Geriatric training is longitudinal, allowing residents to maintain continuity of care throughout all three years of training. Geriatric training occurs through the residents’ continuity of care patient panel in the family medicine center, general hospital service, nursing home continuity of care experience, and during clinical rotations. Residents care for geriatric patients and manage acute illnesses and injuries, chronic illnesses, disease prevention, health promotion, and end of life issues. This includes instruction in the physiological changes of aging, pharmacokinetics in the elderly, functional assessment of the elderly, extended care facility management, Hospice, and home care.

Long-term care rounds are scheduled one half day per month on a Tuesday morning, potentially totaling 144 hours over three years. Each resident is assigned to one of four teams that follow patients at one of three community-based sites. Residents have geriatric patients assigned to them and assume the role of primary care provider for these patients.

Family medicine/inpatient teaching service

Family medicine/inpatient teaching service

Location: MCHS Hospital, Mankato

This is the main inpatient rotation for all three years of training; three blocks in PGY1 and four weeks in PGY2 and PGY3. Residents on the inpatient service are required to carry a minimum average of five adult patients daily. G2 and G3 residents have the added responsibility of assisting and mentoring G1 residents. Residents are supervised by the hospitalists and family physicians to which they are assigned.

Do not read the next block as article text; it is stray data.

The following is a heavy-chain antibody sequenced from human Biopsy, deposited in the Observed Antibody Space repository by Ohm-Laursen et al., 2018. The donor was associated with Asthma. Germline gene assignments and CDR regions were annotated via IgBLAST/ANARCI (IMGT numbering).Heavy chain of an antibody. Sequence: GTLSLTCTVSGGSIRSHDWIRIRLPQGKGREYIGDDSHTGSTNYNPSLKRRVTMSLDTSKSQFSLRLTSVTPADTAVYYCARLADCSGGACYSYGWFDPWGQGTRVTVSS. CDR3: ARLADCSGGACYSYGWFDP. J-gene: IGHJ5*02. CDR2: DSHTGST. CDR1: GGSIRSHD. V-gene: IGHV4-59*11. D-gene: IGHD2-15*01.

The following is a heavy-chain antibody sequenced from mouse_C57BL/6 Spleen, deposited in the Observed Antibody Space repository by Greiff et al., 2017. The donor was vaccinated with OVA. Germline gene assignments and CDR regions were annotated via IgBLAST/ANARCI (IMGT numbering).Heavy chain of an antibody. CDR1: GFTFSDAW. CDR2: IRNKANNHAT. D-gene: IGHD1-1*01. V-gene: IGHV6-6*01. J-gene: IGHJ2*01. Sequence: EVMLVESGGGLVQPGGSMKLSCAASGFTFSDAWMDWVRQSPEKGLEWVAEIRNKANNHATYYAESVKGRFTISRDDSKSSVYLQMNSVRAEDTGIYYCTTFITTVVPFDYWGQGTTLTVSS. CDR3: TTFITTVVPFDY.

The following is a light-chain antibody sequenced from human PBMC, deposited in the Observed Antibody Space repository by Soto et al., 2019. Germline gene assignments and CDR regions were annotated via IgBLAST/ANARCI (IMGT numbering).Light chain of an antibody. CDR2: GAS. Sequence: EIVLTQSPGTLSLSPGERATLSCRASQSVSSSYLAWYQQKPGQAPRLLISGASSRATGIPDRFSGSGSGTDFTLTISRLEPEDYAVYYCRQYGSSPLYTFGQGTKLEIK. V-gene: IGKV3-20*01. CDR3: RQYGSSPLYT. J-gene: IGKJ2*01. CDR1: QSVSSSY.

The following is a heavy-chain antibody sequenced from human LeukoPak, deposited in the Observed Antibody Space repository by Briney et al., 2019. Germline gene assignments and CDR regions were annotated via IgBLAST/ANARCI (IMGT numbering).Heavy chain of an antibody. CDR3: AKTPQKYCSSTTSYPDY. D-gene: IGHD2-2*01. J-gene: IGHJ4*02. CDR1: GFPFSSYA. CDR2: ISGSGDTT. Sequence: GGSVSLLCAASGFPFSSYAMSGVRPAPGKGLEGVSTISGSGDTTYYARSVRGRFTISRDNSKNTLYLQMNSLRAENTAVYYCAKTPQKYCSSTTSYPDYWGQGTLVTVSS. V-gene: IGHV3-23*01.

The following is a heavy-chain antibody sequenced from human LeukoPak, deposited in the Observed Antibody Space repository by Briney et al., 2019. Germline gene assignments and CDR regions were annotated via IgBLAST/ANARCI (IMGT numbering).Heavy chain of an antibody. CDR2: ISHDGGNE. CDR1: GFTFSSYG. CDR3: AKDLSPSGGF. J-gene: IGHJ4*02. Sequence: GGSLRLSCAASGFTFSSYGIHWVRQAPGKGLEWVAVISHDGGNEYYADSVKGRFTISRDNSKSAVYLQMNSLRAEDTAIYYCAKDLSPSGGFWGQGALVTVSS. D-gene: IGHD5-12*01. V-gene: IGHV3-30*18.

Newborn nursery rounding service

Newborn nursery rounding service

Location: MCHS Hospital, Mankato

The newborn nursery rounding service is done one week at a time. Residents round on all well newborns of the MCHS Eastridge, Northridge, and Lake Crystal clinic providers and any assigned newborns. This includes admissions, progress notes, discharges, and circumcisions. 

Each PGY1 is responsible for four sessions of weekend rounds.

Obstetrics, continuity

Obstetrics, continuity

Location: MCHS Hospital and Eastridge Clinic, Mankato

The longitudinal continuity OB care will occur during the entire three years at the Eastridge Family Medicine Clinic and at the hospital. Residents will assume responsibility for providing antenatal, natal, and postnatal care on a continual basis to their patients. These patients will be derived from the panel of patients each resident develops at their Family Medicine Clinic.

For those who choose to not do deliveries in practice after residency it is highly recommended that you share your continuity OB patients with another resident who is planning on doing OB deliveries after residency. You and your sharing resident will be required to follow your continuity OB patient’s prenatal course.

Share Care